Author: Lynn Cullen
Illustrator: Nancy Carpenter
Publisher: Dial Books
Publication Date: January 8th, 2015
Genre/Format: Historical Fiction/Picture Book
GoodReads Summary: Based on the true story behind Gilbert Stuart's famous portraits of Washington, this funny historical read will leave rascals, ruffians, and troublemakers of all ages laughing.
Charlotte, James, and baby John have promised to be on their very best behavior for when George Washington comes to have his portrait painted by their father, Gilbert Stuart. But, it seems like every time George Washington comes to visit, Charlotte has to write another apology letter, even when they try to follow George Washington’s Rules of Good Behavior. If these whippersnappers want any dessert, they are going to have to learn some manners—and fast! What results is a hilarious chain of events, a giant mess…and a painting that will be remembered for centuries to come.
What I Think: I adore how Nancy Carpenter brings Lynn Cullen's imagined history to life. I happened to visit a photography class this week where the teacher was talking about early photography and how people had to sit sit for a few minute. She shared how this made many people look very stiff and almost unnatural in photographs. I recently saw something about this on Twitter and it was so interesting to me. It's a similar case with George Washington having to sit for the artist Gilbert Stuart. So much of what we capture in history are big moments but the behind-the-scenes stories seem to add so much personality and I find that they help us better understand the reality of life. Lynn Cullen only imagined what might have happened as George Washington posed for Gilbert Stuart but it's a wonderful opportunity to discuss etiquette and spur some imagination.
As a mentor text, I would ask students to think about a big(ish) even in their lives - maybe the first day of school, their favorite birthday, a visit to a special place. If they have a picture of the event, they can bring it in or they can draw a picture of it as a reference. Then ask students to tell the story of that day or leading up to that day. Instantly, what comes to mind for me is my wedding day. We have all sorts of beautiful pictures of my wedding day but what those pictures don't show are that my dad cut his finger badly and had to the emergency room to see if he needed stitches hours before we had to leave for the airport (we had a destination wedding), that my dad (in his haste) accidentally ran over my carry on as he was backing out of the driveway, that my cousin (who was a Maid of Honor) locked herself out of her hotel room minutes before she was supposed to leave for the ceremony and had to convince a hotel worker to let her back in so she could get changed into her dress. There are other stories I can tell about that weekend and all of these details that I know and remember make my wedding so much more special. This is an opportunity to help students see how they might expand upon an event. Students might even interview a family member or another adult about an experience they remember and ask him or her to tell about all the little moments leading up to that big event.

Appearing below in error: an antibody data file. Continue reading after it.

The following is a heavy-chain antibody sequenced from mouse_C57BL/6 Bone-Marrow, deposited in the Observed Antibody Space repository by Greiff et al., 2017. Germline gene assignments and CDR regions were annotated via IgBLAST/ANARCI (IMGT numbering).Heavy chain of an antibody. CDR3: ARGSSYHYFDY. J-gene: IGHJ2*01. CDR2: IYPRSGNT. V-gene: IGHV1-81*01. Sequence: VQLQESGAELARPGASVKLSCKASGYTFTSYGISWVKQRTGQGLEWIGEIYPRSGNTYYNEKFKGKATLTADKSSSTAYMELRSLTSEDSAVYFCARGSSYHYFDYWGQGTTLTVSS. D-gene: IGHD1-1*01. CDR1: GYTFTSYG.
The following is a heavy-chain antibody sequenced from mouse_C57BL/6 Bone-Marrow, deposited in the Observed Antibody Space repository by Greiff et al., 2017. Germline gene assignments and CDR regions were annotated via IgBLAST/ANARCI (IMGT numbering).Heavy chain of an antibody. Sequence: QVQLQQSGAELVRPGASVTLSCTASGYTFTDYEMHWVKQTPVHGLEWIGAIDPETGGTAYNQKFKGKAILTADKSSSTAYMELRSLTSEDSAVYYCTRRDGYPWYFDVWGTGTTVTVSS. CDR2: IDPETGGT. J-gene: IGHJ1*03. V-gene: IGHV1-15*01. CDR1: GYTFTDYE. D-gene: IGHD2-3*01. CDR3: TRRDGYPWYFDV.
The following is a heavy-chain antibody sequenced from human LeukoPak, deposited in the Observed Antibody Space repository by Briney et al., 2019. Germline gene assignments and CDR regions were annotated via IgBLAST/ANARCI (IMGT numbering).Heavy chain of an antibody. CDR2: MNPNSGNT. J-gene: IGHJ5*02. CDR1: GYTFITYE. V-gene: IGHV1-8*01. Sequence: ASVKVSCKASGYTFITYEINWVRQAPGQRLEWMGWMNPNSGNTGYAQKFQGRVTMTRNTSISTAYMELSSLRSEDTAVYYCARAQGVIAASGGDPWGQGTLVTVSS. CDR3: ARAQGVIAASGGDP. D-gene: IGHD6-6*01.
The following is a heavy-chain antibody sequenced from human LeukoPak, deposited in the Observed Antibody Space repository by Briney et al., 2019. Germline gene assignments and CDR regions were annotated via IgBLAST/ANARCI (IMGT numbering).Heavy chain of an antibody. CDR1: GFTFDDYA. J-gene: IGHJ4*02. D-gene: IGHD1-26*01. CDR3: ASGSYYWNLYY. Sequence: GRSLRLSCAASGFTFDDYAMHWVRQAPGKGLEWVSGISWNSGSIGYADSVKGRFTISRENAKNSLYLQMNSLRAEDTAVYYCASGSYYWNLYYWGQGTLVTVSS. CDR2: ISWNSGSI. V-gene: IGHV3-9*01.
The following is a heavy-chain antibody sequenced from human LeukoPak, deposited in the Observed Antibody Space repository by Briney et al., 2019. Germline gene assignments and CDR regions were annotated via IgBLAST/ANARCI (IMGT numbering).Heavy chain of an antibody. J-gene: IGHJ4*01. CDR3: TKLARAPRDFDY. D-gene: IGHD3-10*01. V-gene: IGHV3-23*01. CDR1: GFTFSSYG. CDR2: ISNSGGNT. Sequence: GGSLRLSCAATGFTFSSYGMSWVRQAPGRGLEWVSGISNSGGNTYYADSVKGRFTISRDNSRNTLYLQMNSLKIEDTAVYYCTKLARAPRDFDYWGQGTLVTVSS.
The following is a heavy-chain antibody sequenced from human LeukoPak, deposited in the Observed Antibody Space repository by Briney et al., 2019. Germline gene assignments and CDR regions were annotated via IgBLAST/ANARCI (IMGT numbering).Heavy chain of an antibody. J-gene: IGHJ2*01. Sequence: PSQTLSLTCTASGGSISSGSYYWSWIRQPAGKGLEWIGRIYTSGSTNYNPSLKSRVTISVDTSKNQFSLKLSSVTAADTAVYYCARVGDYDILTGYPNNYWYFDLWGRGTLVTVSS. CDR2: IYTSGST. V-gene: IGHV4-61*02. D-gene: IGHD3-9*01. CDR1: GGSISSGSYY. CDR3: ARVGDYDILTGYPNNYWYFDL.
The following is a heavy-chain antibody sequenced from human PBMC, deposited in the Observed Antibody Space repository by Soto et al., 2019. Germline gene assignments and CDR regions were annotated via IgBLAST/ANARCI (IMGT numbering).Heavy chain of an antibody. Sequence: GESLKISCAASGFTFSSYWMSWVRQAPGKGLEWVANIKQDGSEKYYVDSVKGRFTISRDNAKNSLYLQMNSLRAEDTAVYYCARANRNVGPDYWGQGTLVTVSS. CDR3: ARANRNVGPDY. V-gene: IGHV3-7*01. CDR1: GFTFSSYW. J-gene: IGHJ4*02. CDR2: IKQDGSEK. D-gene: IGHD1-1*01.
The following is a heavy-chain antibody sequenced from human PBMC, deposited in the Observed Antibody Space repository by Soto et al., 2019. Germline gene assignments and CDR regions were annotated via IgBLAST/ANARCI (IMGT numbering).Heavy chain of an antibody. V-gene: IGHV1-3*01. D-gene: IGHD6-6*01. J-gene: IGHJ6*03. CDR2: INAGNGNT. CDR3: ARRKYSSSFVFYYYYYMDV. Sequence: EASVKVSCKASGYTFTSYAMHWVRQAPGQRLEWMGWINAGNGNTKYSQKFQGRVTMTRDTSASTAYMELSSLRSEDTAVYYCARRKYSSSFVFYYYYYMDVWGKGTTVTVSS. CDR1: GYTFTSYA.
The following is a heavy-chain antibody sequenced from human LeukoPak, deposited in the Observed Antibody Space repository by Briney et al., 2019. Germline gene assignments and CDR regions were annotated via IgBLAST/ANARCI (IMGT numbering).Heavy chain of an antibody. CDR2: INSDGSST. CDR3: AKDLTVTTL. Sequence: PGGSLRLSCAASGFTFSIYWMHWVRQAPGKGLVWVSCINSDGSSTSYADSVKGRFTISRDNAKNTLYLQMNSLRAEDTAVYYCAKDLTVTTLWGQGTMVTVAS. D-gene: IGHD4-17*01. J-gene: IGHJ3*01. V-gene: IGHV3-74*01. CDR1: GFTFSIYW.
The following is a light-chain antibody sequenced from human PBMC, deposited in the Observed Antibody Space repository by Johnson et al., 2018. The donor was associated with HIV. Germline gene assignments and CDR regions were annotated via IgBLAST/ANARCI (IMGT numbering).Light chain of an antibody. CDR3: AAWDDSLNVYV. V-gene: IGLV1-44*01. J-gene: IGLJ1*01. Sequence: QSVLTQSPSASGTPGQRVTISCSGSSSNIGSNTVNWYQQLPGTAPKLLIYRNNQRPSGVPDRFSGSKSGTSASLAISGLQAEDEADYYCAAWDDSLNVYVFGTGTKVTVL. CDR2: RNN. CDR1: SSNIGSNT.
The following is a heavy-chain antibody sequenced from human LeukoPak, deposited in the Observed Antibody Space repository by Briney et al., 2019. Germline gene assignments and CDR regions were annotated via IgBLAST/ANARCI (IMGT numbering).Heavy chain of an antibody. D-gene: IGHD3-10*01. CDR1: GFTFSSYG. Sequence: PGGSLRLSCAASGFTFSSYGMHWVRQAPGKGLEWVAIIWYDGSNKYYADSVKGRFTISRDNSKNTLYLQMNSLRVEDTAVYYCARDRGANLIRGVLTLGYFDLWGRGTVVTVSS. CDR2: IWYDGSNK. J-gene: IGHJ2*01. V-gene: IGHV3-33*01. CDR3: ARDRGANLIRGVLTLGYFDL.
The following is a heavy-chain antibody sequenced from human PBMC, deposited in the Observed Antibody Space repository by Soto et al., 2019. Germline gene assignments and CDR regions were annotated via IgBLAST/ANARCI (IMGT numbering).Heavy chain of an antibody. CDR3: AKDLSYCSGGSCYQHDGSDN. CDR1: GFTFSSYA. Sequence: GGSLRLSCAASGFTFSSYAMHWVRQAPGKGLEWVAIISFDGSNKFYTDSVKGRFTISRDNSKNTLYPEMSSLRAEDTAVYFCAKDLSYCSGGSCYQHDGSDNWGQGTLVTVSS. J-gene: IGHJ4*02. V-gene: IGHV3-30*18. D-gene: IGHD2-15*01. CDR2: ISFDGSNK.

Within this story, Washington sends the children some rules to follow to practice good behavior. Of course, Nancy Carpenter illustrates this perfectly - having Washington act out some silly things. What if students were asked to write some rules of good behavior for adults? Students are observant and can be super intuitive. I think it would be great to discuss some rules they might want to share with adults or possibly some rules that seem logical but that are important to point out. This might be an opportunity to take pictures of non-examples and examples and put them into a presentation or video. I would suggest doing them Nancy-Carpenter-style and not taking this too seriously - add a little imagination, have a little fun!
Read Together: Grades 2 - 6
Read Alone: Grades 3 - 5
Read With: M is for Mischief by Linda Ashman and Nancy Carpenter, 17 Things I'm Not Allowed to Do Anymore by Jenny Offill and Nancy Carpenter, Tell Me Again About the Night I Was Born by Jamie Lee Curtis
Snatch of Text:
"RULES OF GOOD BEHAVIOR FOR BOYS AND GIRLS
1. Do not be a Peacock, looking to see how nicely your Shoes
and Stockings fit and how Handsome you are.
2. Do not run in the Streets no go too
slowly with your Mouth open.
...nor Shake your Arms nor kick the earth
no go upon your Toes in a Dancing fashion."Writing Prompts: Write your own rules of good behavior - but instead of writing them for boys and girls - write them for adults in your life. How might you keep them simple but send a clear message at the same time. Choose an event or moment in your life that stands out to you - take some time to share the little stories that make that moment memorable to you and bring it to life for your reader.
Topics Covered: Family, Etiquette, Imagination, Integration - Art, Integration - Social Studies
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